I think penetration is most important. We need to make sure it’s available.

We need different measurements for different goals.

Let’s say that MN will be in top 5 in US for penetration by 2015.
Let’s say we’ll be in the top 5 in US for overall speed by 2015.

The ubiquity decided that ubiquity was availability and penetration meant take rate.

Maybe we need to think about top 3 versus top 5.

Need to look at affordability too.

We’ll need to discuss the definition of penetration a bit.

About speed…

There probably will be ways to measure speed and rank with other states.
Not everyone agrees that there will be standards set with quality measurements.

Top 3 makes sense because it puts us on rank with either coast.

Do we want to look at consumer only? How will serious business use skew the result?

We’ve heard the providers struggle with the idea of 1.5M in some areas. Do we need the Reuters in the world to bring up our average or do they skew the results?

Will 3 be unrealistically high?

Let’s say that MN will be in top 5 in US for penetration by 2015.
Let’s say we’ll be in the top 5 in US for overall speed by 2015.

– Both were voted into the recommendations


Speed on global level…

Let’s say that MN will be in top 10 in world for penetration by 2015.
Let’s say we’ll be in the top 10 in world for overall speed by 2015.

Maybe this to a sidebar but not a goal.

Are we competing with Iowa or the rest of the world? And will our broadband speeds really come into play with that business to business competition?

Is the US moving aggressively towards top ranking? No. If not, then it doesn’t make sense to consider domestic comparisons to be aspirational.

Using a quick vote it seems that most people are interested in the global comparison.

We need to strive for a global goal to fit economic development goals.

There seems to be a divide – that mostly the providers aren’t interested in the global comparisons.

There is controversy in the global stats.

There’s no objection to measuring the data – but because the measurement is so controversial maybe it’s not worth building a goal on this.

Are we talking about penetration? There should be fewer issues if we’re talking about penetration.

I’m uncomfortable with this before we know the dataset that would be used.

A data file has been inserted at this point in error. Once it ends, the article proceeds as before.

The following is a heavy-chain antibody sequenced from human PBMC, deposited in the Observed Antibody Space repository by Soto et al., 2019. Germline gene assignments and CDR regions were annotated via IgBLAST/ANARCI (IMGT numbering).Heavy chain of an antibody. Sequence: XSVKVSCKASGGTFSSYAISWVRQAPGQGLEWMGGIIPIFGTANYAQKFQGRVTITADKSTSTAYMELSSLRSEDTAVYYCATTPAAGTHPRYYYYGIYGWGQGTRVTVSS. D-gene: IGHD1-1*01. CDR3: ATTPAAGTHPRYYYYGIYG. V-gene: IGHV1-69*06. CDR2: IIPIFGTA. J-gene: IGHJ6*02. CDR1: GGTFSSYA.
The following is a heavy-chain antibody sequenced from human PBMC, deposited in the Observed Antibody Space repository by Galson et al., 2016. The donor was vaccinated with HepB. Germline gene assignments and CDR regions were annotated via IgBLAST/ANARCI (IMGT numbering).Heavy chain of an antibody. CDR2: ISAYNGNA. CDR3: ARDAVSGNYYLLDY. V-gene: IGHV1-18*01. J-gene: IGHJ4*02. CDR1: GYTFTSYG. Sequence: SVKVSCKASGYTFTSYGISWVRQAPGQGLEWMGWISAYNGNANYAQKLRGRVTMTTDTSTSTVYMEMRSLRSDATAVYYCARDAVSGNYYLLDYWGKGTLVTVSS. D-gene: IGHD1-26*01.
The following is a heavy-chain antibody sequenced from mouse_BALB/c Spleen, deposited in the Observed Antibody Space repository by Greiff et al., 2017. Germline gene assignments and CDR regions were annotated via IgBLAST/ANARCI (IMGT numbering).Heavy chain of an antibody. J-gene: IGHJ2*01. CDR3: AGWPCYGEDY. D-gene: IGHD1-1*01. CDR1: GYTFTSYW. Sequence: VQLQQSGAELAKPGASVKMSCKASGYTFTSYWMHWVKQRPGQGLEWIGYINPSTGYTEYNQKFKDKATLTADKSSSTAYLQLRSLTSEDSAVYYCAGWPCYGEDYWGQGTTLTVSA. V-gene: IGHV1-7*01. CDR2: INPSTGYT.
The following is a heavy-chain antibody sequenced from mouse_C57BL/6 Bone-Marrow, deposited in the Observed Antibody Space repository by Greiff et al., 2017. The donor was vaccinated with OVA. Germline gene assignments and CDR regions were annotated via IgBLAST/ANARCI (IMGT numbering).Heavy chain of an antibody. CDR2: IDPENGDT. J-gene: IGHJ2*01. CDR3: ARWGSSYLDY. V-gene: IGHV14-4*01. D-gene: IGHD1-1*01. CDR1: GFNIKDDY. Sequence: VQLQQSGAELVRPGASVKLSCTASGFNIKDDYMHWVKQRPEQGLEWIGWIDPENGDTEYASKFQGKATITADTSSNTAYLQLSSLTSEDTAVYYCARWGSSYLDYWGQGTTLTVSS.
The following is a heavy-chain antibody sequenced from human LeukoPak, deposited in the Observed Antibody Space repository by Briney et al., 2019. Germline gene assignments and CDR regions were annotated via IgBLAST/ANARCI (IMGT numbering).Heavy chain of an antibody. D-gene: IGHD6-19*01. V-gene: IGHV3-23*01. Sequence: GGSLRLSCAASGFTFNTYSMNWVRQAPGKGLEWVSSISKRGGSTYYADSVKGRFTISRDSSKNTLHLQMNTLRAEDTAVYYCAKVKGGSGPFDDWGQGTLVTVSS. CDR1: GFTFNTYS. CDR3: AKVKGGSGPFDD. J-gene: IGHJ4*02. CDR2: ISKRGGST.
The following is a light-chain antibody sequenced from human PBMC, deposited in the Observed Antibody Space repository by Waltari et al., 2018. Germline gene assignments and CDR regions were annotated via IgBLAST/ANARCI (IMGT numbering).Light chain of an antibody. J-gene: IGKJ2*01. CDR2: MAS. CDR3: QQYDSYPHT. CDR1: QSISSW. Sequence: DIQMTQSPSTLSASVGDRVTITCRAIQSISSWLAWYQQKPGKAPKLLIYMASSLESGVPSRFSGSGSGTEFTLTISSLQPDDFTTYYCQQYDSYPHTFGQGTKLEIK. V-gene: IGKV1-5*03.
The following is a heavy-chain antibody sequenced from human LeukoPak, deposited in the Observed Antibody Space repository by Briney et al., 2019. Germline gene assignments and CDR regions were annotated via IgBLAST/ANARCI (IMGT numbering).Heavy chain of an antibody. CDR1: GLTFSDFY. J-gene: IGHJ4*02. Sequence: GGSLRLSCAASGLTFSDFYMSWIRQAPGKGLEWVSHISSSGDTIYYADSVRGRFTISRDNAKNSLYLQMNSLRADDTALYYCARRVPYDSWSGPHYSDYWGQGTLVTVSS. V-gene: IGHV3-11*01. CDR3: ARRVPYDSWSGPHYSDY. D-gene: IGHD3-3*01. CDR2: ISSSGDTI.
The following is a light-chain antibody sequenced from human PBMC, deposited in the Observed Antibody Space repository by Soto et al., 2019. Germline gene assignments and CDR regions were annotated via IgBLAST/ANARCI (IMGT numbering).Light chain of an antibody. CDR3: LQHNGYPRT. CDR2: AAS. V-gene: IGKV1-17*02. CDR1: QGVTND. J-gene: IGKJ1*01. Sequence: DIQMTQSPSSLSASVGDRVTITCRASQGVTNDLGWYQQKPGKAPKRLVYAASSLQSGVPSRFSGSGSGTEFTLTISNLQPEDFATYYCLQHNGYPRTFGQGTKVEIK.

The goal is to increase penetration.

What if we said, “Our goal is to increase penetration in the state and representative benchmarks would be to compare well internationally…” and make the global aspect be a symptom, not a cause.


How about this for speed goal/statement… “Recommendation … increasing BB penetration in MN and recommend that … MN will be among top 15 globally to 2015”.

Another goal might be that we increase our current standing by a certain percentage.

We don’t want to change how we present the US numbers – we were just reiterating for this goal.

Are we going to look like goofballs with grandiose goals?

Are we getting anywhere with this discussion or is it time to set it aside?

There’s a consensus about adding in the global perspective. There’s some dispute about where we should land in the global ranking. There’s a plan to defer the issue.

We have to determine what the broadband is being used for – are we talking business or consumer use?

Maybe looking domestically is enough?

If you want to be top in the world – you have to go with fiber. We talked about not wanting to promote one technology over another but in creating this global goal we in effect promote fiber.

Need to capture the idea that says that we know that global perspective is important but that the measurement tools were not good enough to allow us to set a specific goal.

Topic: Symmetrical sub-group report
* Review language to cover the notion of symmetrical vs. asymmetrical speeds
[Subgroup included: Shirley Walz, JoAnne Johnson, Mike O’Connor]

Symmetrical speeds should be available to everyone everywhere. It’s not required but should be available.

Need to include source of the table.

Are we recommending that the state gets into how vendors provide their service?